Singer-Songwriter Abiah releases “Life as a Ballad” on August 28

Photo credit: Matt Furman

Ever since the untimely departure of Luther Vandross, the American pop scene has been absent of a Black American male balladeer possessed of chops beyond belief, staunch lyricism and emotional maturity. Abiah (pronounced Ah-bee-yah) more than adequately answers the call of that absence with an album and a presence that is sensuous, soulful, honest, grown-up and quite passionate about restoring vocal excellence to the contemporary airwaves.

Who is Abiah? These are the bare facts: he is a seasoned balladeer possessed of a five-and a half octave range; an established vocal coach and former Universal Republic recording artist; and he is of Ghanaian, Cuban, Native American descent, though raised in Rochester, NY.

While that background remains a part of his roots and identity, 2012 marks a musical, professional and personal evolution for the singer-songwriter. Previously known as “Jeremiah” in the music world (full name Jeremiah Abiah, the latter of which means ‘God is my father’), Abiah sets forth his highly anticipated sophomore album, Life as a Ballad, reflective of a long journey towards his intensely personal sound and overall musical growth – consisting of nine self-penned originals.

Growing up in a musical home – his mother an accomplished concert pianist – induced a love for learning about the nuances of the singer’s art and craft that found him studying at the Eastman School of Music as a young teen where he studied with legendary chanteuse Renee Fleming’s mother, Patricia Alexander. Afterwards came enrollment at Syracuse University and The New England Conservatory for operatic training. Abiah‘s pre-undergraduate obligations were completed while on the road, where he quickly found work as a backing vocalist for George Michael and while in college he also landed a steady gig with Yolanda Adams.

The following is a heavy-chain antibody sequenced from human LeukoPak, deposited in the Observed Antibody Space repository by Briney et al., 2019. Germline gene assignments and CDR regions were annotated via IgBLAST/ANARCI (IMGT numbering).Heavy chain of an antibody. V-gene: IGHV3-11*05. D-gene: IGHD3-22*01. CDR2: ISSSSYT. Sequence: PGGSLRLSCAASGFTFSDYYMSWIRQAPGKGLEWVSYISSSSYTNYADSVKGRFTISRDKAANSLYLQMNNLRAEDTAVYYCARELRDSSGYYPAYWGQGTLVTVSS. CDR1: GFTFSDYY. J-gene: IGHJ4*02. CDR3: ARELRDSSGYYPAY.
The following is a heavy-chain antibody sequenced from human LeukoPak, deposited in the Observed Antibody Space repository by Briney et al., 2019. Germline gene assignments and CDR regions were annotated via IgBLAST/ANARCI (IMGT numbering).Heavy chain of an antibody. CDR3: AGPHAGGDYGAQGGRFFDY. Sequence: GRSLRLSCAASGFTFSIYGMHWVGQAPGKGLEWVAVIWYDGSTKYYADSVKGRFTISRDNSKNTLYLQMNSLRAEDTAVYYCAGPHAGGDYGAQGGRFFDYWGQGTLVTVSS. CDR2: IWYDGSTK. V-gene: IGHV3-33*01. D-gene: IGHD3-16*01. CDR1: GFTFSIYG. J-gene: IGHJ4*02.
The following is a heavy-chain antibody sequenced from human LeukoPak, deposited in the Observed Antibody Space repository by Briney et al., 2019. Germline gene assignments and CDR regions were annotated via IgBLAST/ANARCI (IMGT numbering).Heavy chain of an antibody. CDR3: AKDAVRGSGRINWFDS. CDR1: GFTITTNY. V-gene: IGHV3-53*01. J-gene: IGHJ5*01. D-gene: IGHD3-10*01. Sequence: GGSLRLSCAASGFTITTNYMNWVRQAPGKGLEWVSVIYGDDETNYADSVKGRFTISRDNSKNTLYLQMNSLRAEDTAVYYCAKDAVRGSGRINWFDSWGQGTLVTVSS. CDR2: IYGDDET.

“There was a moment when I thought I had lost my voice. “I was experiencing growing pains which were hard to decipher at first but eventually they helped me to trust my heart, sound and aesthetic again. I thought I would never record again. I even toyed with the idea but the music perpetually tugged at me. Changing my stage name was the impetus of a new beginning,” says Abiah in a news release. “This is how Life as a Ballad was born as I dealt with the idea of finding beauty in the dark, that glimmer of light when all hope seemed lost.”


A move to New York City in the early 2000s saw Abiah “hitting the pavement hard” and eventually playing Central Park SummerStage and the world renowned Blue Note on a regular basis; though a turning point came when Abiah started gaining the attention of major labels. As is frequently the case for ambitious but not yet quite industry-savvy young artists, Abiah‘s fledgling recordings fell through the cracks. An entire album, brought to the verge of a major label deal, got shelved because the song the major label executives favored most was the only one not produced by a very major and deservedly much lauded producer.

“I’m not opposed to major labels. I just believe an artist needs to keep his finger on the pulse of everything. It’s hard to be artist and business, but it is necessary,” says Abiah. “Initially I was angry and came out pointing fingers, but the healthier aspect became, what did or didn’t I do? Taking that responsibility has given me power and greater perspective.”

This recording is the result of Abiah‘s steady and patient march over a decade in New York, finding the perfect songs and session mates to support his vision. Like any astute young artist in pursuit of a unique bespoke career path, Abiah wisely sought out collaborators who were of highly skilled and veteran pedigrees, and of course, simpatico. Notable among those collaborators are very well regarded young pianist Robert Glasper, who is Abiah‘s cousin who he met in earlier days while they cut their musical teeth in the New York’s music landscape. Marvin Sewell, the album’s stellar guitarist, has been a frequent flyer in Cassandra Wilson’s ensemble since the late 1990s as well as Jack DeJohnette.


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